Sunday, 6 April 2008


Some things never leave you. Like the scent of a loved ones hair, the aroma of a ripe melon, the first taste of a mulberry.
Each year in early April, after the peaches, plums and nectarines have performed their magic, just when you thought that the preserving pan can be stowed till next year the quince appears and their heady aroma rekindles the last sparks of summer.
Unlike colour we do not have a well defined vocabulary to express our sense of smell, but very light scents can trigger rich memories and strong emotions. Some aromas are elusive like the exquisite smell of a tomato bush that can only be enjoyed in the garden, but leave a bowl of quinces in a room and very quickly you have a fragrance that few perfumers can match.
Quinces take me back to my childhood in Hungary. Quinces slowly braised with goose or duck, my mother also made quince cheese or paste that was served with fresh goose liver. Little did we know how special these dishes were?

Few fruit have a more colourful history than the humble quince.
In his definitive book “The Complete Book of Fruit Growing in Australia” Louis Glowinski puts forward the quince as perhaps the most “famous or infamous fruit of all time.”
If you think product placement is a recent phenomenon consider the quince from a marketers’ point of view. From the forbidden fruit of the tree of knowledge in the Garden of Eden they pop up everywhere in the ancient Greek myths. Quinces were often called Golden Apples as apples at that time referred to a very wide group of fruit. Apples as we know them did not grow at those latitudes.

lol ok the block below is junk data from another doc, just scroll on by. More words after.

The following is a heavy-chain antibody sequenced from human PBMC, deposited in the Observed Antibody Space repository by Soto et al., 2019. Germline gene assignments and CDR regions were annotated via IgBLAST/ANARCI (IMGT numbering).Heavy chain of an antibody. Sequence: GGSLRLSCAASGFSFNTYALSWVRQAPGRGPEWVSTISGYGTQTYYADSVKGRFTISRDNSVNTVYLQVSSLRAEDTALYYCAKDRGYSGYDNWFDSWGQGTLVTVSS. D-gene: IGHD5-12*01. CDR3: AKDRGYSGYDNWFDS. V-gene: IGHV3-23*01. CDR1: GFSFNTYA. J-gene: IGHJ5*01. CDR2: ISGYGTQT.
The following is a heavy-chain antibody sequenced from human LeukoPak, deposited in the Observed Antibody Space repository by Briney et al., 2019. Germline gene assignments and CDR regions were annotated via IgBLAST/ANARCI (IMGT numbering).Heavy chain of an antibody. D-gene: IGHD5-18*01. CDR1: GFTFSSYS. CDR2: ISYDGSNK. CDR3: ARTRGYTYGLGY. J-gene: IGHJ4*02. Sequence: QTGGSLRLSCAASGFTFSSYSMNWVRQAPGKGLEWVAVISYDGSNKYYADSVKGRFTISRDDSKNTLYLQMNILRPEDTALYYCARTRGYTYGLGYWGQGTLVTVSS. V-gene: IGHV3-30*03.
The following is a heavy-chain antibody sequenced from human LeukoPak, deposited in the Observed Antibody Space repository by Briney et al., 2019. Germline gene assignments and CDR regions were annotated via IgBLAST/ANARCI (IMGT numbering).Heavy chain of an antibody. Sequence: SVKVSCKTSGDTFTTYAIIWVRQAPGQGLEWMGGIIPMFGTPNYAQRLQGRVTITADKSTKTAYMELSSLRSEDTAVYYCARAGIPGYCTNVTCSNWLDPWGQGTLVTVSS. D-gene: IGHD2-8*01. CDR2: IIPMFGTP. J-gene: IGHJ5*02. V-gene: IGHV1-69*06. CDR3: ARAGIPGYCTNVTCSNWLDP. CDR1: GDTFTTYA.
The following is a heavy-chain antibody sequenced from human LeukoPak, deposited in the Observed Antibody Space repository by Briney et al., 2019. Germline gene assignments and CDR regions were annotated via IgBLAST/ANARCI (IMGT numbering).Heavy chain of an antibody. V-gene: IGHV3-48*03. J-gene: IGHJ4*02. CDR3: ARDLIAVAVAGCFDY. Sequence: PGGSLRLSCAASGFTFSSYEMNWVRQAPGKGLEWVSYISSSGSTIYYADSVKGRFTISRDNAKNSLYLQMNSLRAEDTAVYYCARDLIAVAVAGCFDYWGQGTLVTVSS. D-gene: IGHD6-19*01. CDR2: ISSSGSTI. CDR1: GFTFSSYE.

The ancient spin doctors gave Hercules the task of stealing the Golden Apples. They were at it again with Paris giving one to Aphrodite eventually leading to the downfall of Troy. Even Solomon in gives them a plug in the Song of Songs.

Quinces are one of those old fashioned fruits that play hard to get but reward the patient cook with fine deep flavours and powerful aromas
Raw quinces are tart and astringent but some varieties are quite palatable if fully ripened on the tree. The birds and possums usually get to those first, but luckily they can ripen off the tree.
The common quince was improved by the Greeks from an exceptional variety from Kydonia in Crete giving it its present generic botanical name of Cydonia oblongata
In Australia we mainly find the smaller Smyrna with a heady aroma or the larger Pineapple quince so called for its tropical scent.
The pineapple quince has a softer flesh that is not suitable for pot roasting and it also does not develop the characteristic deep red colour when slowly cooked. Quinces contain large amounts of natural pectin for making jellies also providing the setting power to other fruits. Under ripe fruit have the most pectin and the levels also diminish if the fruit is refrigerated. In fact the whole of process of setting fruit in natural jelly can be traced back to the quince. An elaborate culture of quince preserves flourished in the ancient Middle East. In Spain there is membrilos a thick slightly coarse paste. France has the famous Contingac d’Orleans a clear very fine preserve reputedly presented to Joan of Arc for lifting the siege of Orleans. The original marmalade was also made from quinces, its name derives from the Portuguese “marmelos’.
It was not until the late 18th century in of all places Scotland that oranges were used for this preserve. The popularity of the quince plummeted with the availability of new exotic tropical fruits and the taste for sweeter fruit started to take hold.
The trees are long-lived and have very attractive blossom.
You can often spot on old quince tree gracing the site of an abandoned farmhouse or orchard still bearing well after many years of neglect.

In Australia Maggie Beer has in recent years restored the quince to our culinary consciousness with her wonderful paste, her slowly baked quinces and quinces in verjuice. And slowly
these Golden Apples are making a comeback.

In the modern kitchen the quince can add a surprising element to very simple dishes. Try adding some to roast leg of lamb. A wonderful variation on the classic Tarte Tatin can be made with quinces. A little quince in an apple crumble gives it another dimension.